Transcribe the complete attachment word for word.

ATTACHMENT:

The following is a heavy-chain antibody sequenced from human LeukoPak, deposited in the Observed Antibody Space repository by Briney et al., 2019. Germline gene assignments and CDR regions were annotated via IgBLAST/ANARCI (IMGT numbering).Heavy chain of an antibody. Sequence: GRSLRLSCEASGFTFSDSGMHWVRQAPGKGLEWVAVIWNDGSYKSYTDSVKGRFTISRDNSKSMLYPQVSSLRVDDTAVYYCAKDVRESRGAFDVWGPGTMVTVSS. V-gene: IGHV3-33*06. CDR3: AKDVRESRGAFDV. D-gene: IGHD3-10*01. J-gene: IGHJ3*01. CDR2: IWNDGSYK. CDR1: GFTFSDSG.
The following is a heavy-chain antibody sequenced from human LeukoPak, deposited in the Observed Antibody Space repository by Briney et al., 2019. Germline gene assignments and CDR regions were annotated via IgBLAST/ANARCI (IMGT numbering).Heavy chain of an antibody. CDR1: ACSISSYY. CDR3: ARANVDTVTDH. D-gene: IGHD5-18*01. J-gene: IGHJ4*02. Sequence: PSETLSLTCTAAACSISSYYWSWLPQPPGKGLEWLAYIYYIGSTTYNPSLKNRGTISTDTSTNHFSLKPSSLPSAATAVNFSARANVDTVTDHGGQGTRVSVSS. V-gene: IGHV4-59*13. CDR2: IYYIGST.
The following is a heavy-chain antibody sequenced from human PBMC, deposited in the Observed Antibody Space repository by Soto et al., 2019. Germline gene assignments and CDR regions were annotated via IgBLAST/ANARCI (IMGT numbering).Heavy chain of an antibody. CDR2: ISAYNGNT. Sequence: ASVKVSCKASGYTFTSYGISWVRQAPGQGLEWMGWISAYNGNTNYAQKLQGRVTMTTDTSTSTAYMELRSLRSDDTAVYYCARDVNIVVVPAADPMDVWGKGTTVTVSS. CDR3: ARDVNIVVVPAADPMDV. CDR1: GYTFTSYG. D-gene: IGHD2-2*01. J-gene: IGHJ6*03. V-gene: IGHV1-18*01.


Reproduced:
The following is a heavy-chain antibody sequenced from human LeukoPak, deposited in the Observed Antibody Space repository by Briney et al., 2019. Germline gene assignments and CDR regions were annotated via IgBLAST/ANARCI (IMGT numbering).Heavy chain of an antibody. Sequence: GRSLRLSCEASGFTFSDSGMHWVRQAPGKGLEWVAVIWNDGSYKSYTDSVKGRFTISRDNSKSMLYPQVSSLRVDDTAVYYCAKDVRESRGAFDVWGPGTMVTVSS. V-gene: IGHV3-33*06. CDR3: AKDVRESRGAFDV. D-gene: IGHD3-10*01. J-gene: IGHJ3*01. CDR2: IWNDGSYK. CDR1: GFTFSDSG.
The following is a heavy-chain antibody sequenced from human LeukoPak, deposited in the Observed Antibody Space repository by Briney et al., 2019. Germline gene assignments and CDR regions were annotated via IgBLAST/ANARCI (IMGT numbering).Heavy chain of an antibody. CDR1: ACSISSYY. CDR3: ARANVDTVTDH. D-gene: IGHD5-18*01. J-gene: IGHJ4*02. Sequence: PSETLSLTCTAAACSISSYYWSWLPQPPGKGLEWLAYIYYIGSTTYNPSLKNRGTISTDTSTNHFSLKPSSLPSAATAVNFSARANVDTVTDHGGQGTRVSVSS. V-gene: IGHV4-59*13. CDR2: IYYIGST.
The following is a heavy-chain antibody sequenced from human PBMC, deposited in the Observed Antibody Space repository by Soto et al., 2019. Germline gene assignments and CDR regions were annotated via IgBLAST/ANARCI (IMGT numbering).Heavy chain of an antibody. CDR2: ISAYNGNT. Sequence: ASVKVSCKASGYTFTSYGISWVRQAPGQGLEWMGWISAYNGNTNYAQKLQGRVTMTTDTSTSTAYMELRSLRSDDTAVYYCARDVNIVVVPAADPMDVWGKGTTVTVSS. CDR3: ARDVNIVVVPAADPMDV. CDR1: GYTFTSYG. D-gene: IGHD2-2*01. J-gene: IGHJ6*03. V-gene: IGHV1-18*01.